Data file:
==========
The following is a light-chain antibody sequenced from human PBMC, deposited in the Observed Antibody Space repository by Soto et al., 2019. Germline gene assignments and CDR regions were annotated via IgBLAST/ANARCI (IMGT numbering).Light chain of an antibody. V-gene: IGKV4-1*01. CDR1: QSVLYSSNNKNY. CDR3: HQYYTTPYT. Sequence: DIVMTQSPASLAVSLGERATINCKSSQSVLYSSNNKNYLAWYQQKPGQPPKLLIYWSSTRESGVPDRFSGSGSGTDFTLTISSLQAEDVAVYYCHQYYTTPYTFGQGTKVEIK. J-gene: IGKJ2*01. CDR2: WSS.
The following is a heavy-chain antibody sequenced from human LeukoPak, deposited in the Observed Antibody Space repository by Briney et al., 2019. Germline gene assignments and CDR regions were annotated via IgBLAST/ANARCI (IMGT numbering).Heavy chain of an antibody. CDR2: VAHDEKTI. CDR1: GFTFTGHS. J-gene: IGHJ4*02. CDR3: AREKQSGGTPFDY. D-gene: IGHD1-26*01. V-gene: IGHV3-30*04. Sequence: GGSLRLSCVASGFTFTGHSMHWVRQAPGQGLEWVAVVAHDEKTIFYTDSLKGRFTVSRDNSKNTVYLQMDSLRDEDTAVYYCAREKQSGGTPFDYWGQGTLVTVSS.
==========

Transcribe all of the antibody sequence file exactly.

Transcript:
The following is a light-chain antibody sequenced from human PBMC, deposited in the Observed Antibody Space repository by Soto et al., 2019. Germline gene assignments and CDR regions were annotated via IgBLAST/ANARCI (IMGT numbering).Light chain of an antibody. V-gene: IGKV4-1*01. CDR1: QSVLYSSNNKNY. CDR3: HQYYTTPYT. Sequence: DIVMTQSPASLAVSLGERATINCKSSQSVLYSSNNKNYLAWYQQKPGQPPKLLIYWSSTRESGVPDRFSGSGSGTDFTLTISSLQAEDVAVYYCHQYYTTPYTFGQGTKVEIK. J-gene: IGKJ2*01. CDR2: WSS.
The following is a heavy-chain antibody sequenced from human LeukoPak, deposited in the Observed Antibody Space repository by Briney et al., 2019. Germline gene assignments and CDR regions were annotated via IgBLAST/ANARCI (IMGT numbering).Heavy chain of an antibody. CDR2: VAHDEKTI. CDR1: GFTFTGHS. J-gene: IGHJ4*02. CDR3: AREKQSGGTPFDY. D-gene: IGHD1-26*01. V-gene: IGHV3-30*04. Sequence: GGSLRLSCVASGFTFTGHSMHWVRQAPGQGLEWVAVVAHDEKTIFYTDSLKGRFTVSRDNSKNTVYLQMDSLRDEDTAVYYCAREKQSGGTPFDYWGQGTLVTVSS.